After the Pittsburgh Pirates lost their 80th game of the 2012 season today, the Bucs pushed their August and September record the past five seasons to 89 wins and 191 losses.
The Bucs have never played better than .358 baseball after August 1st in. the. last. five. years.
So I guess this is actually Collapse 5.0.
Everyone has an opinion on the decision Pittsburgh Pirates Frank Coonelly made yesterday. We all do. Each of us has a right to that opinion. It’s one of the greatest things about this country I love so much.
I believe winning baseball games at the Major League level is a hard thing to do. Winning in the last few months must be especially hard. All of the negative talk at the end of each and every season is so damn depressing. We couldn’t imagine what the environment is like on Federal Street.
I feel bad for a lot of the great people who work for the storied franchise. Some of them made sacrifices in preparation for a postseason run. All of those plans were put on hold. But all of the talk about the improbable run of these 2012 Pirates and then ending right back on the doorstep of th 20th consecutive losing season actually got me thinking about something completely different.
And one of the great stories on the subject of winning comes from Tommy Lasorda. As you know, Lasorda was a Pennsylvania guy. Norristown in fact. Lasorda loved the game of baseball. Lasorda loved winning.
He told this amusing story during his Hall of Fame induction speech.
You know I said this many times that if God had planned for me to be a high school baseball coach, I think my objective would be to try to impress upon the youngsters playing for me how important it is for them to get a good education and I believe that’s more important than winning.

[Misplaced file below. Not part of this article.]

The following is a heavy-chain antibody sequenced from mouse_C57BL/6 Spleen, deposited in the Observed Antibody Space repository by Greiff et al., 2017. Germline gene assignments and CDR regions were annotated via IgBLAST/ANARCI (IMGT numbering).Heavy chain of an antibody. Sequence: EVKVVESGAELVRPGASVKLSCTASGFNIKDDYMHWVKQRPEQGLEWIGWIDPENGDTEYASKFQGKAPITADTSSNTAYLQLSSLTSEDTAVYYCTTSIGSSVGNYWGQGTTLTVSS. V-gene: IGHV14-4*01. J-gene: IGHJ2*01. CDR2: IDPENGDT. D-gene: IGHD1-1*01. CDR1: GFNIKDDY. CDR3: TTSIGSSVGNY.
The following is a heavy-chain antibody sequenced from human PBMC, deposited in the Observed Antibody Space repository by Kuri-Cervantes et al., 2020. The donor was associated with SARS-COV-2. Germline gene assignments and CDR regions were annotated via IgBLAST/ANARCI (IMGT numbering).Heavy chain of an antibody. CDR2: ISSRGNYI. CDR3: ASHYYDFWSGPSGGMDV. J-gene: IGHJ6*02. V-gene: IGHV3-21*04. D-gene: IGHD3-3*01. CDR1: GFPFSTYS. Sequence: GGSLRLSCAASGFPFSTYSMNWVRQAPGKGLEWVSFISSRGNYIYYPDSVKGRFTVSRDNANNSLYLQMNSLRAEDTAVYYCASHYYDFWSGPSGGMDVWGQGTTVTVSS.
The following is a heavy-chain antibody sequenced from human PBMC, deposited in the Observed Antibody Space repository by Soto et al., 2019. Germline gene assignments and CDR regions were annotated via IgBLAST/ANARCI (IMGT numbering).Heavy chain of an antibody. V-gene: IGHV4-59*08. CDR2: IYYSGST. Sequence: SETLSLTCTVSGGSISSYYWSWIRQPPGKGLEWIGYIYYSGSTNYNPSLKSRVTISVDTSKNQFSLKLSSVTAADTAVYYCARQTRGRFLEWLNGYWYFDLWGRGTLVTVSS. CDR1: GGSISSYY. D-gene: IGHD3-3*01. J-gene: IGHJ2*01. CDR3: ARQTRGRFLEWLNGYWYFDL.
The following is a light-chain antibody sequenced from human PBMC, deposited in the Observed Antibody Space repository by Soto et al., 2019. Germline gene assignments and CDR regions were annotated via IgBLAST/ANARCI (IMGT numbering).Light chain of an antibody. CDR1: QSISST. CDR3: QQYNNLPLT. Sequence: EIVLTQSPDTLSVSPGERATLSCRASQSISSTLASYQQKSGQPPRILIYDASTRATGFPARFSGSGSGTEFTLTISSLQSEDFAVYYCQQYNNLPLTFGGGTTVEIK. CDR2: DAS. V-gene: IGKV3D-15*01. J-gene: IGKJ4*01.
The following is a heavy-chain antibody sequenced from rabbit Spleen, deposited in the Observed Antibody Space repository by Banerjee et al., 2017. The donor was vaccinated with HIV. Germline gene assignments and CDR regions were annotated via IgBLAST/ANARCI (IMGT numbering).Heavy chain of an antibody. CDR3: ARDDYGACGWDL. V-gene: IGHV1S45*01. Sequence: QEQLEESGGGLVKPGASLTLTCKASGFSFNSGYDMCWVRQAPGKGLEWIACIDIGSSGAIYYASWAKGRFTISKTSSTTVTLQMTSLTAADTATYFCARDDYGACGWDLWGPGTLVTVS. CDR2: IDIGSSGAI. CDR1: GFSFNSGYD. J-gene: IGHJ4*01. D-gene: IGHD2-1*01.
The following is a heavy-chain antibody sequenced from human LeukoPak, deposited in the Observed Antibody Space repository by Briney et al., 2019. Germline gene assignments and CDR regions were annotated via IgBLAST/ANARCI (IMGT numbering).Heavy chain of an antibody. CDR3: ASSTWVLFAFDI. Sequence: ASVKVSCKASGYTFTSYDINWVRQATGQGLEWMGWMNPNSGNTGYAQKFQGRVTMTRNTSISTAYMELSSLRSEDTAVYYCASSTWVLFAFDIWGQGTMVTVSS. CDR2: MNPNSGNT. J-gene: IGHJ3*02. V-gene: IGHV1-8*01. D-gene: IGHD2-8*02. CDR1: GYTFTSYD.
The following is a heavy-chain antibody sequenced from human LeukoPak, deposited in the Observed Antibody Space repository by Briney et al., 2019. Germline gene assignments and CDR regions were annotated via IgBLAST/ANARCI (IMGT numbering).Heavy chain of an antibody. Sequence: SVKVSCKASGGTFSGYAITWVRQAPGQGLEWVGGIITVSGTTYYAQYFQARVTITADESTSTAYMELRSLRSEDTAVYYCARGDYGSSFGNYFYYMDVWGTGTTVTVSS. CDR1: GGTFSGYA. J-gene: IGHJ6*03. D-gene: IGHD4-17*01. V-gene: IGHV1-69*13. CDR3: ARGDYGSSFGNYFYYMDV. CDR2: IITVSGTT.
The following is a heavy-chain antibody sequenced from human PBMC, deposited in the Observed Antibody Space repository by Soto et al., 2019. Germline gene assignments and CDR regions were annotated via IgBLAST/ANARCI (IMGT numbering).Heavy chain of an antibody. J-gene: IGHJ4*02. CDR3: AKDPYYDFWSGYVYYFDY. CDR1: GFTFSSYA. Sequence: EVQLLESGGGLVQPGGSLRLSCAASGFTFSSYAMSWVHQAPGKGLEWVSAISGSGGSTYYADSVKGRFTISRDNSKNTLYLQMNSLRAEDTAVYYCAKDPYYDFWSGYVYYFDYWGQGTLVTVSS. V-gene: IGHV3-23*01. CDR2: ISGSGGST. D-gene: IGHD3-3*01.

Or if God had planned for me to be a college baseball coach my objective would be to try to impress upon the youngsters playing for me how important it is for them to prepare themselves for the way of life. That’s more important than winning.
But when you are a manager of a Major League Baseball team you can forget those two philosophies.
You’ve got to win. And if you don’t win, like many, you’ll fall by the wayside. And to tell you how bad I wanted to win a few years ago we went into Cincinnati to play a big 3-game series against the Big Red Machine and I got up Sunday morning to go to church and who came in and sat right next to me, the manager of the Cincinnati Reds, Johnny McNamara.
Now I knew why he was in church, and he knew why I was there, and at the conclusion of the Mass we walked out the center aisle together and I’m thinking, man I’ve got to beat this guy today.
As we approached the front door he said to me very quietly, “Wait for me outside Tommy, I’ll be right out.”
I said, “Okay Johnny.” And I said to myself, ‘Where is he going? The Mass is over?’
And I watched him and he went over to that side of the church, he knelt down and he lit a candle. Instead of me going out the door I went over to the other side other church and I went in front of the alter and I waited. And when he left I went over and blew that candle out!
I knew one thing; he was not lighting that candle for a dead relative, and all throughout the game I kept hollering over to him, “Hey Mac, it ain’t going to work pal, I blew it out!”
And we clobbered ‘em that day 13-2. And Johnny Mac last year went to Rome and he sent me a postcard, and all it said was, “Try blowing this candle out!”
I wonder if the Pirates want to win this badly? We are only left to our opinions now as the Pirates must win out the rest of the way to avoid the dubious distinction of being losers for 20 straight years. After Collapse 5.0, the Pirates brass have spoken. They always do.
If the Pirates leadership can’t fix these failures, it made me ask myself, maybe they aren’t like Tommy Lasorda. Would these guys have the smarts to even stick around to see the candle?
Each and every season the opposition leaves the Pirates in the dust down the stretch. Maybe we should just light our own candles tonight and pray for six straight wins?
Tags: Pittsburgh Pirates